Tales of Yarrahapinni

‘Walala!’ called Kuddtji. Walala stood before his tribe; his only clothing a bark belt from which hung his axe and club. He carried his spear.


‘Yes Father.’

‘You will leave here before the sun’s glow has lit the eastern sky.’

‘Yes Father.’

‘Do not return until you have food to feed your family.’

‘Yes Father.’

‘Then we will celebrate…for you will be a man.’ Kuddtji waved his spear in the air and turned to the tribe. ‘My son goes to become a man. Send your messages to our spirit ancestors so they may watch over him on his journey.’  He turned back to his son.


‘Yes Father.’

‘Watch for the white man’s campfires.’

‘Yes Father.’


Walala’s mother Dyinmang, sat quietly beside the fire. Her son was soon to be a man.  As much as she wished to embrace him, she could not…tribal protocol would not allow this.

During the day many tribal elders came to see Walala, passing on advice born from wisdom and experience.

In the early hours of the morning, while Walala slept, Dyinmang, spoke to Emu…earth mother, and Sun…father of destiny, asking them to guide her son, and send him home safely.

Walala slept fitfully until waking to the sound of his mother’s voice. He smiled, knowing he would be safe. Before the sun’s rays rose above the horizon, he left.


He stayed clear of the white man’s villages. Stories were told of what they did to anyone who walked upon the land they called theirs. Walala and his people believed the lands belonged to no one, providing shelter and food for all those who lived upon it.

He followed the dreaming track of his tribe until sunlight filtered through the trees.  A gentle zephyr blew, rustling the leaves. Walala heard his name called and stopped.

‘Walala, Walala.’

‘I am here, where are you?’ he called.

‘Walala, Walala,’ He kept walking. Stepping onto an open plain he froze. Standing quietly eating from the green grasses was wulaba, a rock wallaby. Walala took up his spear, aimed and killed the wallaby instantly. Now there was food for him and his tribe. He threw the wulaba over his shoulder and continued.

All was quiet for a long time. Walking on he came across Yarrabee, where the gum trees grow.

‘Walala Walala.’ He heard the voice again.

‘Walala Walala.’ He weaved his way amongst the spotted gums. Then he saw burumin, the possum.  Again he took aim and made the kill.


As the sun began to descend in the western sky, Walala found a resting place beside a cooranbong. The rocky bottom creek would provide fresh drinking water and more food. Removing the dilly bags from his bark belt, he filled them with wuluba and burumin. He would hide the bags, protecting them from other animals, and pick them up on his way home.

As Walala sat beside the creek he heard his name called. This time the sound was coming from the waters edge. He took up his spear and went to look.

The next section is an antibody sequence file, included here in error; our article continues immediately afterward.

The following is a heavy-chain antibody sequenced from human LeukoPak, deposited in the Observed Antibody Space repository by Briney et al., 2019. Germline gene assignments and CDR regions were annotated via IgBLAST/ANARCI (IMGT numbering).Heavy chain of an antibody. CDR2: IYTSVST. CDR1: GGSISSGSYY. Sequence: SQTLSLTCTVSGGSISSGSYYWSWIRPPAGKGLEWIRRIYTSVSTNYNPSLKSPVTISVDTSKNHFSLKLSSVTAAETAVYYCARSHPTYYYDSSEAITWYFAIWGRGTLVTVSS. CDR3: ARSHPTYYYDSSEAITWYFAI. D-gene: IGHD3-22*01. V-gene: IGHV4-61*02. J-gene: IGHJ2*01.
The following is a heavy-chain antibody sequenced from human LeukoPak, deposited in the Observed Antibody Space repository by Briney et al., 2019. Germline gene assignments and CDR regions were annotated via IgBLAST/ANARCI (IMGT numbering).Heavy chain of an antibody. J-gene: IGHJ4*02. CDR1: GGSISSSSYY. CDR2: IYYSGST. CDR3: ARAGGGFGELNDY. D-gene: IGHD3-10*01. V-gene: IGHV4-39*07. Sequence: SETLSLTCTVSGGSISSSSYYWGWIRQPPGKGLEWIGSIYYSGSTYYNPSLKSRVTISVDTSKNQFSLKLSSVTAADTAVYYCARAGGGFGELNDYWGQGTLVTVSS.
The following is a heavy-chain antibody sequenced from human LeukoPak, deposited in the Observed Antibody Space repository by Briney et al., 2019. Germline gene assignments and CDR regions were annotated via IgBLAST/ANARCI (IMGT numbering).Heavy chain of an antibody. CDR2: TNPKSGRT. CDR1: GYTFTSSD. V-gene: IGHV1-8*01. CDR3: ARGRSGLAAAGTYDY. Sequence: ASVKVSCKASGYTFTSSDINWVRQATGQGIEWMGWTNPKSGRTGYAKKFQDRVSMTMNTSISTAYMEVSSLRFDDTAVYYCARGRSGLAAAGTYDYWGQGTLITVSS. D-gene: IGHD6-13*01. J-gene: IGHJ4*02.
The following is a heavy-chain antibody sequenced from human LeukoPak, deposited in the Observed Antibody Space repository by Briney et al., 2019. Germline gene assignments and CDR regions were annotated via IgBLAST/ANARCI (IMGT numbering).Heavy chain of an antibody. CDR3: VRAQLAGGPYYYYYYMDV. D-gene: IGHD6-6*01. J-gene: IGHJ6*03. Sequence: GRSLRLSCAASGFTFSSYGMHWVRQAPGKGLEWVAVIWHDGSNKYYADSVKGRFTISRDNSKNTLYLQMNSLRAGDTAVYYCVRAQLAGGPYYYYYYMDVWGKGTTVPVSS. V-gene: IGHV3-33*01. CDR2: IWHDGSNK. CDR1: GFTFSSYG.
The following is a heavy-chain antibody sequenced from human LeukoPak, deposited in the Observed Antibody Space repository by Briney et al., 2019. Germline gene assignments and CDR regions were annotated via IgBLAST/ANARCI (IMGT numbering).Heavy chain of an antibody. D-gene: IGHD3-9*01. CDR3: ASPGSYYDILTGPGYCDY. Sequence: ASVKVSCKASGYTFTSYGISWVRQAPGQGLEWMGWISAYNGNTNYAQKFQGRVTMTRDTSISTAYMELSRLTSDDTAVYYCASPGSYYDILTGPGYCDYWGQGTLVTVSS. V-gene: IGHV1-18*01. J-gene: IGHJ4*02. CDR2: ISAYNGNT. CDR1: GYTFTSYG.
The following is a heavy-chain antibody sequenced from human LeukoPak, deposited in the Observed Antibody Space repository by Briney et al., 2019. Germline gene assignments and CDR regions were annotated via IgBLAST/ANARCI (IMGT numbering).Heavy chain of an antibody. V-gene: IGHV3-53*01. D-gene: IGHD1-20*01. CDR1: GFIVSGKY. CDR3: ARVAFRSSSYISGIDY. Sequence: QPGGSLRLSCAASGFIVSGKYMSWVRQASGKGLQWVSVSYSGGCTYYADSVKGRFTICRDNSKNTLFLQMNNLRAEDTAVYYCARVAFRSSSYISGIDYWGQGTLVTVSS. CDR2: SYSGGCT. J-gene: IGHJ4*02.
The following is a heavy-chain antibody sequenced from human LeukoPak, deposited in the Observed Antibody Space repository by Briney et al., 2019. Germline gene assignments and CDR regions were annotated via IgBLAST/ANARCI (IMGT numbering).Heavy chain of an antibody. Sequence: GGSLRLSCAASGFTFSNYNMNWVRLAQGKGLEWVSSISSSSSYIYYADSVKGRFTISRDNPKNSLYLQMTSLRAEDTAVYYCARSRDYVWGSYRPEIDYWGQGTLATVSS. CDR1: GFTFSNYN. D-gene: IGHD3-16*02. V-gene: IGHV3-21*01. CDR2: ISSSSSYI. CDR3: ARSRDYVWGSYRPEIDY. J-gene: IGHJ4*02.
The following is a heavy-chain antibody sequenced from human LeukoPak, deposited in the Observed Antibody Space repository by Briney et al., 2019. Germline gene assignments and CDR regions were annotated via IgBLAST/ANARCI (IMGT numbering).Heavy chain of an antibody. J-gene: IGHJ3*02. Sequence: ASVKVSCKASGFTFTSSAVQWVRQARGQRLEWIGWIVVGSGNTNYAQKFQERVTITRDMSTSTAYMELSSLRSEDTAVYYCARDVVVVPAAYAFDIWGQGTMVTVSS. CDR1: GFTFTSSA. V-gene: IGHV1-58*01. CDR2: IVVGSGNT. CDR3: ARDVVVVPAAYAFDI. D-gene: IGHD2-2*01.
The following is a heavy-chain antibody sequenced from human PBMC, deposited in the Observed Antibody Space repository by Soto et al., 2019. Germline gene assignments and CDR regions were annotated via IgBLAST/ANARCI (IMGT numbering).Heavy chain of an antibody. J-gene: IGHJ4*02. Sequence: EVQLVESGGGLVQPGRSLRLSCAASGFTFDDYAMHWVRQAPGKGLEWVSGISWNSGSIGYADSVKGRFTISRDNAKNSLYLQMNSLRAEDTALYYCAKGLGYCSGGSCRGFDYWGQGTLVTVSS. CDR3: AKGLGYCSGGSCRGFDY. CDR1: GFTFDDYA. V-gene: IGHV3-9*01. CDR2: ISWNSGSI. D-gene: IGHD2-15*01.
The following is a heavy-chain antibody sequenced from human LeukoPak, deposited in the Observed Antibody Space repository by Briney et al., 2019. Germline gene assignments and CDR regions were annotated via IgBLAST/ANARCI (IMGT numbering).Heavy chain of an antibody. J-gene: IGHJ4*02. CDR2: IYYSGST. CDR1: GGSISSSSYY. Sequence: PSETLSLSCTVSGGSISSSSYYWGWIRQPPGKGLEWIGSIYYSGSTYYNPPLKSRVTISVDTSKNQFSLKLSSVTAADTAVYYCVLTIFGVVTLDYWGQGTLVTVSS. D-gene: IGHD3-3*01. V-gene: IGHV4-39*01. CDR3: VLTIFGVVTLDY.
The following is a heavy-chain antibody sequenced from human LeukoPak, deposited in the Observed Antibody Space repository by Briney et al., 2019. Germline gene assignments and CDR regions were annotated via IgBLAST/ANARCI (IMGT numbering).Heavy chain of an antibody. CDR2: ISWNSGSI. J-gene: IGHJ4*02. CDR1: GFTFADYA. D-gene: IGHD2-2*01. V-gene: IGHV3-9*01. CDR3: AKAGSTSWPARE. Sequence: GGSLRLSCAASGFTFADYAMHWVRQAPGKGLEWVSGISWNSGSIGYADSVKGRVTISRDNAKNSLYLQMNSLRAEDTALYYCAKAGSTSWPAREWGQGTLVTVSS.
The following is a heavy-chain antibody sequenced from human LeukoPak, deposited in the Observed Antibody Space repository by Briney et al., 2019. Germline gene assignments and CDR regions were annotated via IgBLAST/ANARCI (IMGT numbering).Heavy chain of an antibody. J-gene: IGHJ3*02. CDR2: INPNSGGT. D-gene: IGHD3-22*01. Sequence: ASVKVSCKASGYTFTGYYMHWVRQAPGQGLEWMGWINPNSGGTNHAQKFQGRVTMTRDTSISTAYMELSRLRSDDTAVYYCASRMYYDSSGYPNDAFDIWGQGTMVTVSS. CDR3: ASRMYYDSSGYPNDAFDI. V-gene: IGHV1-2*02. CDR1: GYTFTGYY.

‘Who are you?’ he called. ‘Where are you?  Come out so I can see who calls my name.’ no one answered.

‘Walala, Walala.’


Walala peered into the creek and saw magura the fish.

Soon Walala’s second dilly bag was full of fresh fish.  He hid these with his earlier kills.

Sitting around the small fire, Walala thought about the voices he had heard. Were they his ancestors…could they be Orroroo, wind in the trees?  He didn’t know, but he was glad to have heard them.


By early morning he was on the move. Walala lived around the mountain all his life. The mountain stood between the lowlands and the sea. Today, as he made his way to the ocean, the mountain was shrouded in heavy rain clouds.  He could smell the storm in the wind and determined to spend a short time here, then move back into the shelter of the trees.

‘Walala, Walala.’ This time the sound was coming from a watery cave.  Walala saw barung and walamai. Now there was more fish to take home.

Early afternoon saw the mountain rimmed with storm clouds. Walala could here murungai, the thunder god, and he moved back into the bush.

He saw no white men; he bags were full of food, Walala decided to return home.


‘Walala, Walala,’ he tried ignoring the sound.

‘Walala, Walala,’ it came from top of the mountain.  Walala looked up and saw Yarra sitting high in his tree. Yarra would make his father happy. Walala threw his spear. Although Yarra was far up the mountain his spear travelled the long distance and knocked him to the ground. Walala watched as Yarra rolled down the mountain, past where Walala stood. Walala followed. At the bottom, Yarra stopped. Walala picked Yarra up by the spear, under him was something shiny. He stuffed it in the dilly bag with Yarra.

As the storm clouds circled the mountain Walala arrived home. He laid out all but one of his dilly bags in the centre of the gunyahs. The tribe and his father welcomed him home.


‘Yes father.’

‘You have brought great honour on your family. There is much food here. But, Walala, I see you still have a bag hanging from your belt.’

‘Yes father.’ Walala placed the bag at his father’s feet. ‘This is for you father.  The Yarra was my last kill. When he fell from the tree he rolled to the bottom of the mountain. As I picked him up, this,’ Walala removed the shining metal from the bag, ‘was under him.’


‘Dyinmang, come, tell us what this is, for I fear it belongs to the white man.’ Walala’s mother, Dyinmang once lived with a white family but left to become Kuddtji’s wife.

‘This is white man’s money, called a halfpenny. It is used to buy food and clothing.’

Kuddtji turned to his people, ‘Here me now, my son, Walala, has returned, tonight we celebrate. We will cook the Yarra and throw this halfpenny in the fire.  But, before then we will name the mountain in my son’s honour. From this day forward it will be called Yarrahapinni.



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